Typefont, no! Top 5 Fonts, June Edition

I love typography. The way type can make you feel about a word or a phrase, is one of the most clever, and endearing qualities about type design. But before I delve further into this post, we need to get a few things straight. First, there is no such thing as a typefont. There are typefaces, and there are fonts, and now that you know that, you may never, ever Brangelina those words, ever again! To clarify, a typeface is a family of fonts that share the same look. For instance, Helvetica is a typeface. A font, is a member of a particular typeface. Helvetica Bold is a font. So, typeface = family, font = family member. 


Now that printers no longer set type by hand (except for really cool letterpress printers), it has become acceptable for non-type designers to use the words "type" and "font" interchangeably. Just don't say them both together without a conjunction between them. In fact, you'll be safest if you just stick with the word "font." 

Now that I'm off that soapbox, let's get to the real reason I'm writing this post: my love of typography. And, my Mom. What do they have in common? I'm glad you asked! Each evokes a feeling when brought to mind. When you think of your mom, you probably think of a list of qualities that she expresses. She may be kind, or funny, or beautiful (or all three, and then some!). Whatever her unique blend happens to be, you get a feeling when you think of her. Fonts also have the ability to evoke feeling, and how you feel about a word can be enhanced by the font you set it in. Let's do a little experiment:


Were you able to pick a font from this group that aligned with your image of your own mom? If she's a classic, solid, dependable mom, you might have leaned toward Granjon (left column, third row). If she's the quirky, fun, artistic type, maybe you chose Lady René (right column, third row). If she's bold, and fearless, but open, you may have gravitated toward Brandon Grotesque (first column, first row). Or maybe you didn't see her here at all. Either way, my guess is that you had some kind of gut reaction to these depictions. Each font has it's own inherent personality traits. Pair that with the word Mom, and you double the impact. It's almost "feeling" overload. And if you're sensitive, you may just want to stick with a neutral typeface like Helvetica for all your projects (I highly recommend the movie Helvetica, if this subject interests you at all, by the way. You can rent the DVD on Netflix). My own Mom is beautiful, but not fussy. Classic and clean, but open and approachable. She's fun, and kind and cheerful. And totally dependable. I choose Chronicle (second column, second row) to represent her.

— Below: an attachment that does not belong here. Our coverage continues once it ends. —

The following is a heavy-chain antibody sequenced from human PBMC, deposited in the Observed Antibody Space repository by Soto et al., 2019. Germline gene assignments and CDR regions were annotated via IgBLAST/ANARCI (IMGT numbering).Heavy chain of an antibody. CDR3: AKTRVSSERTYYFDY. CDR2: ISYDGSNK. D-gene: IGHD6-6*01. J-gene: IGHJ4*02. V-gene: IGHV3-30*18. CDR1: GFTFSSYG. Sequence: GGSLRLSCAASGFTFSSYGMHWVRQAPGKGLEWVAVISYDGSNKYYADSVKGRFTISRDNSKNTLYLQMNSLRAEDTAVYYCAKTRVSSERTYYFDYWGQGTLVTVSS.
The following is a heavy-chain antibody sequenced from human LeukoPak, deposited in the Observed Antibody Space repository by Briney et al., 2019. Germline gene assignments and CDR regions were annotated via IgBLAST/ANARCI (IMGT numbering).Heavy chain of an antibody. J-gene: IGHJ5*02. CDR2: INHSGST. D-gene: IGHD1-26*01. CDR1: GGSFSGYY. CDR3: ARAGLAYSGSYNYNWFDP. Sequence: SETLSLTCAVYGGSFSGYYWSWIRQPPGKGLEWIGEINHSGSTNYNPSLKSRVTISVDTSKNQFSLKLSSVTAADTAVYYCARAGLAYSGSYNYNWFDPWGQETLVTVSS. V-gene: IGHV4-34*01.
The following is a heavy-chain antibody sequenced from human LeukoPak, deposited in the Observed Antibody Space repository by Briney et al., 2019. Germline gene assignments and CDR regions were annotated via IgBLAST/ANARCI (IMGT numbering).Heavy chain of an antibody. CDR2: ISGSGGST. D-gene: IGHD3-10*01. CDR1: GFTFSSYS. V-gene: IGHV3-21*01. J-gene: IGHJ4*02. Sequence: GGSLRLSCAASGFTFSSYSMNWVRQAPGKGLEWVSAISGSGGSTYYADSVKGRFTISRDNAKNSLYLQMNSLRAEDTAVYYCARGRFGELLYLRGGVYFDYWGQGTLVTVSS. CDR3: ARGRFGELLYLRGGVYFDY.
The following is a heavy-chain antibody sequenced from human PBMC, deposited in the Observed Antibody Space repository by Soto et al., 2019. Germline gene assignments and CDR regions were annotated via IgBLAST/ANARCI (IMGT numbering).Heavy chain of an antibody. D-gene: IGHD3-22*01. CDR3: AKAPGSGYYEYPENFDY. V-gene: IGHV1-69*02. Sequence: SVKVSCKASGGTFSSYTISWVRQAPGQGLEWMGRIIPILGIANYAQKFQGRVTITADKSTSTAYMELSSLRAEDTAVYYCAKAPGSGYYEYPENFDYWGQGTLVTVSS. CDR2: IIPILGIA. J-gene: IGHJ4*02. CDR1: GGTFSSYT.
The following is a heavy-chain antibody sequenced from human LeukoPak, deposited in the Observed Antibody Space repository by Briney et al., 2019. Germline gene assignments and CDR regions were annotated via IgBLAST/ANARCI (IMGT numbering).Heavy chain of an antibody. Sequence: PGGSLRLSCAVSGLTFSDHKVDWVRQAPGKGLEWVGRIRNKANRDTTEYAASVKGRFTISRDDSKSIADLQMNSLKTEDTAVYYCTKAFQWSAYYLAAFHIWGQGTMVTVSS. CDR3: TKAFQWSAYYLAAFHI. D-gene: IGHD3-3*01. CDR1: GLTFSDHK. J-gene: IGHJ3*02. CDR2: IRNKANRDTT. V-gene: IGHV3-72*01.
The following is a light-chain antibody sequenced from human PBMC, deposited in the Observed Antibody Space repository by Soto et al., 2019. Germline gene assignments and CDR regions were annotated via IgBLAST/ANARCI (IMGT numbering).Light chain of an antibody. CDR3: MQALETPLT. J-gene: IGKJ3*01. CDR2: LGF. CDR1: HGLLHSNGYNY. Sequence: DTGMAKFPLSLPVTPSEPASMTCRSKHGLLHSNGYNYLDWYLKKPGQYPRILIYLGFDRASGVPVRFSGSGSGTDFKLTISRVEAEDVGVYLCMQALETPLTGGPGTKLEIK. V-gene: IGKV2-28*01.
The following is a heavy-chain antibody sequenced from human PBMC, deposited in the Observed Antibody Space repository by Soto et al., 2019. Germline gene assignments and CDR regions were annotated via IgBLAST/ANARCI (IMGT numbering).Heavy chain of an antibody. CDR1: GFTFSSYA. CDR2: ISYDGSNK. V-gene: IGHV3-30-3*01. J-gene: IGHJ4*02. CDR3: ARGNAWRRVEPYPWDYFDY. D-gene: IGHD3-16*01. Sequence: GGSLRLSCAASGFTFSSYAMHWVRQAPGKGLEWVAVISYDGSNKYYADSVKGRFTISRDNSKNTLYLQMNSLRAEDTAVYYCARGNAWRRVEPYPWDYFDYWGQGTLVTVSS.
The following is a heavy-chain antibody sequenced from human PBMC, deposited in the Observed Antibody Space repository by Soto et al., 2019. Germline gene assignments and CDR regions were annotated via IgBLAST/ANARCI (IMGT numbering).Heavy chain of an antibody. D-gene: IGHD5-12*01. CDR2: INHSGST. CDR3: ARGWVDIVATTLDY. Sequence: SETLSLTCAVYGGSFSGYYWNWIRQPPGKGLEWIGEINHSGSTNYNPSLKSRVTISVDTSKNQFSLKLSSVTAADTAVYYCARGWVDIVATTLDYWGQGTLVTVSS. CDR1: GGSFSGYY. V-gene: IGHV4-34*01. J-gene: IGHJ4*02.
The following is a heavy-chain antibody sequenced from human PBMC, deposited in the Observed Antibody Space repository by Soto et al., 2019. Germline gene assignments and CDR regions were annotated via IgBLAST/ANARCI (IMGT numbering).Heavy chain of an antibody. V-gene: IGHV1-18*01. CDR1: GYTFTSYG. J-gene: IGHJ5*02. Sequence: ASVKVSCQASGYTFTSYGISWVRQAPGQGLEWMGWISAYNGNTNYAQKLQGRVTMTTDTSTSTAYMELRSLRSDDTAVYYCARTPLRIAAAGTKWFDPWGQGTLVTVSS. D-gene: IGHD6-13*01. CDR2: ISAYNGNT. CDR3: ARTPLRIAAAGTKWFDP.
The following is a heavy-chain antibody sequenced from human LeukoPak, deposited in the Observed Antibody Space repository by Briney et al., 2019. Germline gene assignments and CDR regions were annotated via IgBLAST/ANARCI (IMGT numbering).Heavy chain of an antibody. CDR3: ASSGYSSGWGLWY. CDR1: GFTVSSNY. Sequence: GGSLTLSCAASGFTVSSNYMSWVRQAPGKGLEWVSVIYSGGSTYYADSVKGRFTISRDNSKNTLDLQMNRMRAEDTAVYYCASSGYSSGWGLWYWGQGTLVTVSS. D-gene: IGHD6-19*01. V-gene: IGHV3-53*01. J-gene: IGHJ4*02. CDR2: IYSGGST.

In thinking about your product, your brand, or even your next DIY project, you'll want to choose the best font to send your message. One of my go-to resources for the brightest new fonts (as well as the classics) is www.myfonts.com. With a database of over 55,000 fonts, and the ability to "test-drive" each one, you're sure to find a winner in the bunch. Below are my top picks for this month (in no particular order): 

#1 tt norms by typetype

#2 Gotcha by nicky laatz

#3 bourton hand by kimmy design

#4 Timberline by Resistenza

#5 Yorkten Slab by insigne

Until the next post,



P.S. Thanks for reading! Also, the idiom "bold-faced lie," is a typographic reference. Don't let anyone tell you otherwise. 

Brenda CornettComment